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Ohio State student team wins $60,000 for sustainability startup

Smart Campus Challenge promotes student innovation

During the 2024 Smart Campus Challenge on March 2, a team of four students from The Ohio State University won $60,000 to fund a new environmental program they created. The program, Utensils To Go, is designed to reduce waste at the university’s dining halls.

The purpose of the Smart Campus Challenge is to encourage students to generate ideas to help the university advance its sustainability goals, said Josh Knights, director of partnerships, Ohio State Sustainability Institute.

“In 2015, we launched 10-year goals to make our campus more sustainable by doing things like cutting our carbon emissions, conserving water, finding more ways to divert more waste from the landfill,” said Knights, who emceed the event at the Energy Advancement and Innovation Center on the Columbus campus. “What we need now are fresh ideas to keep our momentum going.”

The Smart Campus Challenge was hosted by Ohio State Energy Partners and ENGIE, a global energy group that helps customers increase energy efficiency and reduce carbon emissions.

“We had eight student teams who worked really hard this academic year to put together some amazing concepts to make our campus more sustainable,” Knights said.

Utensils To Go is a program that aims to provide Ohio State students with reusable utensils for meals, thereby reducing the use of plastic utensils that end up in landfills, said team member Hanshu Kotta.

The team conducted a student survey and incorporated peers’ feedback throughout the process of designing the program and the prototype for the reusable utensils, she said.

“We asked students for their thoughts on either a semester-long loan or a daily use-and-return program,” she said. “The majority of students actually like the second option because it would actually hold them accountable for using the reusable utensils and it would reduce their responsibility for having to keep them.”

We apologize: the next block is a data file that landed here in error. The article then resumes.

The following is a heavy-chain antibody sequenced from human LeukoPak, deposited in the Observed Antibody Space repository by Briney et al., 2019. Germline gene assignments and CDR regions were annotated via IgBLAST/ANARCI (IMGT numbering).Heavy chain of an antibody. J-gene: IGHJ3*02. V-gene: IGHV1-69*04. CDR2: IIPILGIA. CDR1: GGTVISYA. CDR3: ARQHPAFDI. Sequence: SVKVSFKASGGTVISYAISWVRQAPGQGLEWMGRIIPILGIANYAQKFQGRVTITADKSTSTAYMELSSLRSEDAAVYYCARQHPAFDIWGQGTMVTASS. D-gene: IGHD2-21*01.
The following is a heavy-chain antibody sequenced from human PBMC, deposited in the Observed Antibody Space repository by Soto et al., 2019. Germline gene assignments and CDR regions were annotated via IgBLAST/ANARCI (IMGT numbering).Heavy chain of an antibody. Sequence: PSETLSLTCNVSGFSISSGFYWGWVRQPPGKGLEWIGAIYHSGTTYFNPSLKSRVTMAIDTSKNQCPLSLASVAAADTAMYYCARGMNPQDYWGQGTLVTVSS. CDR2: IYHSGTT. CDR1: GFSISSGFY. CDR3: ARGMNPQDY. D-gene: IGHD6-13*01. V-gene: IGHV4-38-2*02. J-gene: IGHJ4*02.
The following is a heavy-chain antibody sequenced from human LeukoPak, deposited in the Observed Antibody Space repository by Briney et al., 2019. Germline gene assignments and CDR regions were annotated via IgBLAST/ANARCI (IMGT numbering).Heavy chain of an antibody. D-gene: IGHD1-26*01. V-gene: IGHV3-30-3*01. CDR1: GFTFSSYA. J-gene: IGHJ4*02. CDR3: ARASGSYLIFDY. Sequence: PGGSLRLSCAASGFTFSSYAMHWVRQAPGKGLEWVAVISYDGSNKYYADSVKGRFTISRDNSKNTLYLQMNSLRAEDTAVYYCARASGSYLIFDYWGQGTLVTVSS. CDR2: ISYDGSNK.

In addition to the $60,000 in funding to start their program, the Utensils To Go team will receive a trip to visit ENGIE’s Paris headquarters. The other team members are Jashnavi Bommana, Shreya Morishetty and Dhaarini Prasad Sudha.

“All eight teams had really good ideas, good passion. There wasn’t a single team where we didn’t see merit in your idea or your proposal,” said Serdar Tufekci, ENGIE’s head of major partnerships and one of the challenge judges. “I hope that today will be one of the milestones in your journey, in your education.”

Other Smart Campus Challenge finalists are:

The Mycoremediation Project – Second place; each team member will receive a $500 professional development stipend and will receive funding for their project’s estimated budget. Team members: Parker Haskett, John Chapman and Khoa Cao.

OSU Uniform Campus Recycling Initiative – Third place; each team member will receive a $250 professional development stipend. Team members: Brenden Fowler, Sage Chesser, Ben Rosenthal and Lauren Wagner.  

The judging panel also included Aparna Dial, senior director, Ohio State facilities, management and sustainability; Lauren Koch, sustainability program manager, Wexner Medical Center; Tom Reeves, director of sustainability, Student Life; Joe Campbell, senior lecturer, School of Environment and Natural Resources; Kate Bartter, executive director, Sustainability Institute; Cecil Okotah, environmental sustainability specialist, athletics and business advancement; and Rajiv Ramnath, professor of practice, College of Engineering.

The other participating student teams were:

Agribloom – Roan Kovach, Kalib Riddle, Max Rojanasakdakul and Satvik Gupta.

The Buckeye TrashBot – Sarah Ganbat, Suraksha Baral and Miracle Onyia.

Campus Carpool – Ruby Mitchell, Maggie Slack, Shea Stephens and Isha Patel.

DREEM – Justin Chan, Muhammad Waleed Khan, Aidan Reckamp and Aadi Pathak.

Project Rain to Sustain – Christina Rose, Colby Hoover and Nithya Duddella.

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